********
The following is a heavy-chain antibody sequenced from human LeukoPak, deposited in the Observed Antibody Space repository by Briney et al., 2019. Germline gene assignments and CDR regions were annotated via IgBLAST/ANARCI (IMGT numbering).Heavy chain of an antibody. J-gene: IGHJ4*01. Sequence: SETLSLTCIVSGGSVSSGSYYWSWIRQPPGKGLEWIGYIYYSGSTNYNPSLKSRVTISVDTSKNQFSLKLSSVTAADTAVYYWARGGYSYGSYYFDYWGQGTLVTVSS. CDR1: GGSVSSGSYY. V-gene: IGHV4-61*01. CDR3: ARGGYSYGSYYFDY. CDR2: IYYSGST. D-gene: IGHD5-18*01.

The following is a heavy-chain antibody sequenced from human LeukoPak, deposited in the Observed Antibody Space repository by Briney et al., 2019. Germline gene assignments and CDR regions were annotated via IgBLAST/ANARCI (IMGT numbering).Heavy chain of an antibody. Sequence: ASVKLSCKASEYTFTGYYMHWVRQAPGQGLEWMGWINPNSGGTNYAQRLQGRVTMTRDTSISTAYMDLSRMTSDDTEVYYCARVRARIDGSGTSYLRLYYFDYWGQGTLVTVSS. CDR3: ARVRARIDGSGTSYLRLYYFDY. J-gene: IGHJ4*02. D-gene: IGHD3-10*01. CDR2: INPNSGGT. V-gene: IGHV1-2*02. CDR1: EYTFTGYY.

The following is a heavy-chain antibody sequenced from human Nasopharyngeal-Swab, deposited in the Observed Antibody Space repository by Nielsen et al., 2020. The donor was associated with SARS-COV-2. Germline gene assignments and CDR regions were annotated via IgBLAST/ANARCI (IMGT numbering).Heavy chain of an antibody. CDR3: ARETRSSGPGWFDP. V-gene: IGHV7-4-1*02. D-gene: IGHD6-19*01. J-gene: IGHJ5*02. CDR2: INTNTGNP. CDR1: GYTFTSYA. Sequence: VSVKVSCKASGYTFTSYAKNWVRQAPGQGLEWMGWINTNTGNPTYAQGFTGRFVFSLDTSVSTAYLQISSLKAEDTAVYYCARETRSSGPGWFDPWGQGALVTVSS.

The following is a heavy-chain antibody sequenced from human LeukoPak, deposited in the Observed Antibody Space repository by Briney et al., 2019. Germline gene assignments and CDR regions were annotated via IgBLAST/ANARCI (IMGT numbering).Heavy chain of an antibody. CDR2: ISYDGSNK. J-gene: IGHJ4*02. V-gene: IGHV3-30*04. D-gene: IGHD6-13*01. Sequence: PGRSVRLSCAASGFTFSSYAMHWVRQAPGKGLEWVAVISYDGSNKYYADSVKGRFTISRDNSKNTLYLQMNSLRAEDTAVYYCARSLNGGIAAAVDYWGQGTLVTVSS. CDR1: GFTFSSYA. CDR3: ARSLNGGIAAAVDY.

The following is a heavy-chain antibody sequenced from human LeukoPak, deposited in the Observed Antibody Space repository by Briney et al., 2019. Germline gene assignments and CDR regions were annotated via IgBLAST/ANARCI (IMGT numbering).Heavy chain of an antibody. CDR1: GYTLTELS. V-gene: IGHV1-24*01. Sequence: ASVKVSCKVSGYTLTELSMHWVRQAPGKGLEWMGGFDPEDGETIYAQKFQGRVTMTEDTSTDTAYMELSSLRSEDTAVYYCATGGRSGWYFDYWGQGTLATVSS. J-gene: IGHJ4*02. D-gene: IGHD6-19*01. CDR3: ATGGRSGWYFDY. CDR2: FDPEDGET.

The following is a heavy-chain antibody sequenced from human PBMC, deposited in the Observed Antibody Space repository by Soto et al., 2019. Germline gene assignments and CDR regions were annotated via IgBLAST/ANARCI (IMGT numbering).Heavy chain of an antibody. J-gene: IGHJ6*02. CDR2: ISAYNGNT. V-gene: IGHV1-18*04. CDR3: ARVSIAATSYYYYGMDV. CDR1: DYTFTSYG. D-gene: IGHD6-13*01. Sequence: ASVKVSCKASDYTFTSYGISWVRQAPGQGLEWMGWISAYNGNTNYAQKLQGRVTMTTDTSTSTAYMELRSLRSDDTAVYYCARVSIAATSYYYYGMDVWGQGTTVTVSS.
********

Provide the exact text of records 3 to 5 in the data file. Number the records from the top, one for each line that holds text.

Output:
The following is a heavy-chain antibody sequenced from human Nasopharyngeal-Swab, deposited in the Observed Antibody Space repository by Nielsen et al., 2020. The donor was associated with SARS-COV-2. Germline gene assignments and CDR regions were annotated via IgBLAST/ANARCI (IMGT numbering).Heavy chain of an antibody. CDR3: ARETRSSGPGWFDP. V-gene: IGHV7-4-1*02. D-gene: IGHD6-19*01. J-gene: IGHJ5*02. CDR2: INTNTGNP. CDR1: GYTFTSYA. Sequence: VSVKVSCKASGYTFTSYAKNWVRQAPGQGLEWMGWINTNTGNPTYAQGFTGRFVFSLDTSVSTAYLQISSLKAEDTAVYYCARETRSSGPGWFDPWGQGALVTVSS.

The following is a heavy-chain antibody sequenced from human LeukoPak, deposited in the Observed Antibody Space repository by Briney et al., 2019. Germline gene assignments and CDR regions were annotated via IgBLAST/ANARCI (IMGT numbering).Heavy chain of an antibody. CDR2: ISYDGSNK. J-gene: IGHJ4*02. V-gene: IGHV3-30*04. D-gene: IGHD6-13*01. Sequence: PGRSVRLSCAASGFTFSSYAMHWVRQAPGKGLEWVAVISYDGSNKYYADSVKGRFTISRDNSKNTLYLQMNSLRAEDTAVYYCARSLNGGIAAAVDYWGQGTLVTVSS. CDR1: GFTFSSYA. CDR3: ARSLNGGIAAAVDY.

The following is a heavy-chain antibody sequenced from human LeukoPak, deposited in the Observed Antibody Space repository by Briney et al., 2019. Germline gene assignments and CDR regions were annotated via IgBLAST/ANARCI (IMGT numbering).Heavy chain of an antibody. CDR1: GYTLTELS. V-gene: IGHV1-24*01. Sequence: ASVKVSCKVSGYTLTELSMHWVRQAPGKGLEWMGGFDPEDGETIYAQKFQGRVTMTEDTSTDTAYMELSSLRSEDTAVYYCATGGRSGWYFDYWGQGTLATVSS. J-gene: IGHJ4*02. D-gene: IGHD6-19*01. CDR3: ATGGRSGWYFDY. CDR2: FDPEDGET.